For the fork, Nashbar sells one. It has mounts for both disk brakes and cantis, but Colin can remove those if you want. Also, if you do get a fork with a non-threaded steerer, you can just use a new headset for that, rather than trying to thread the steerer.
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Old 02-09-18, 05:29 AM
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Part of me thinks that discs on horizontal drops might be fiddly.
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Old 02-09-18, 07:05 AM
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Since almost all of the braking power is up front, I would just get a replacement front disk brake fork and marry it to a Trek touring frame.
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Old 02-09-18, 08:07 AM
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Originally Posted by The Golden Boy View Post
Aside from being a 'Trek purist,' which, I guess I sorta am...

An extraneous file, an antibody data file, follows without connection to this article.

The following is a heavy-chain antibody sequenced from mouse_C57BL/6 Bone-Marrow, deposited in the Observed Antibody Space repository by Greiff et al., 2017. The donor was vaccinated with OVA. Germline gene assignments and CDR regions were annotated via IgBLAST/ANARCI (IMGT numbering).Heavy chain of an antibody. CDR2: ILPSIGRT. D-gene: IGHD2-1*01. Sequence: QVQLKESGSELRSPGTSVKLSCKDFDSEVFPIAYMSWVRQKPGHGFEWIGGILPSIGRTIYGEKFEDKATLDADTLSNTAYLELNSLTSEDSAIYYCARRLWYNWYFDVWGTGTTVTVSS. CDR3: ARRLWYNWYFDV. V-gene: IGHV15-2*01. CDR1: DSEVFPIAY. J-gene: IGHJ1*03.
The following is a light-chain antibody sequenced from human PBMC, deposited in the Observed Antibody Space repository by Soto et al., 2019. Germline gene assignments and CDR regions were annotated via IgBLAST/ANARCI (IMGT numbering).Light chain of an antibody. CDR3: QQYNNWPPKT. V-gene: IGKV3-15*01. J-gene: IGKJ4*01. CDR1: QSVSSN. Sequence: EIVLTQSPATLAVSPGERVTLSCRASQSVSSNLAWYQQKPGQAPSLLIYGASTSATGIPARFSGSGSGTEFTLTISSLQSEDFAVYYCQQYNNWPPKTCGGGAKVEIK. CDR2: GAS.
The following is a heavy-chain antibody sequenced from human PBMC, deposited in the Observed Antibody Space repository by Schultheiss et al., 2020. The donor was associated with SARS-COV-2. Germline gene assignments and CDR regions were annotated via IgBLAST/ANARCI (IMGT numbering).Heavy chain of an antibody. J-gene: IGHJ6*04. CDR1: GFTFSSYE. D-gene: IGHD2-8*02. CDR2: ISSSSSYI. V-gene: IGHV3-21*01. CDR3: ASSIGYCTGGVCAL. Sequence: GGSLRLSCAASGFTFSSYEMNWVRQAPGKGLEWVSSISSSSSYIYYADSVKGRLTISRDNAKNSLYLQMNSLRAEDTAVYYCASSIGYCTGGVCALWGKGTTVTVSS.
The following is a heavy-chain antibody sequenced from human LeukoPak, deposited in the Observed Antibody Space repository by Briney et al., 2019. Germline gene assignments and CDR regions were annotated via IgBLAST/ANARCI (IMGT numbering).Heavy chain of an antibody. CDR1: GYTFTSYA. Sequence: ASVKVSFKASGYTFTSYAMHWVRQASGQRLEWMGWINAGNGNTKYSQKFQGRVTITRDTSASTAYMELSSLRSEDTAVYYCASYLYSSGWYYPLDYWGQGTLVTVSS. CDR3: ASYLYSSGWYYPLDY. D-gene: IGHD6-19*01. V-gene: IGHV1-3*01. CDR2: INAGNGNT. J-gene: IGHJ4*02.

Is this a good idea?

I mean, the bike is engineered for the braking force to be applied and distributed at the brake bridge, not one seat stay.
The fork would need to be designed with disc brakes in mind. This would mean either an aftermarket fork (if you can find a disc-capable fork with a 1" steer tube; I've never looked), or a new, custom fork designed to take a disc brake.

The rear brake takes far less load than the front, and the rear triangle could be gusseted to reinforce it for the disc brake.
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Old 02-09-18, 10:44 AM
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Originally Posted by Chrome Molly View Post
Part of me thinks that discs on horizontal drops might be fiddly.
This.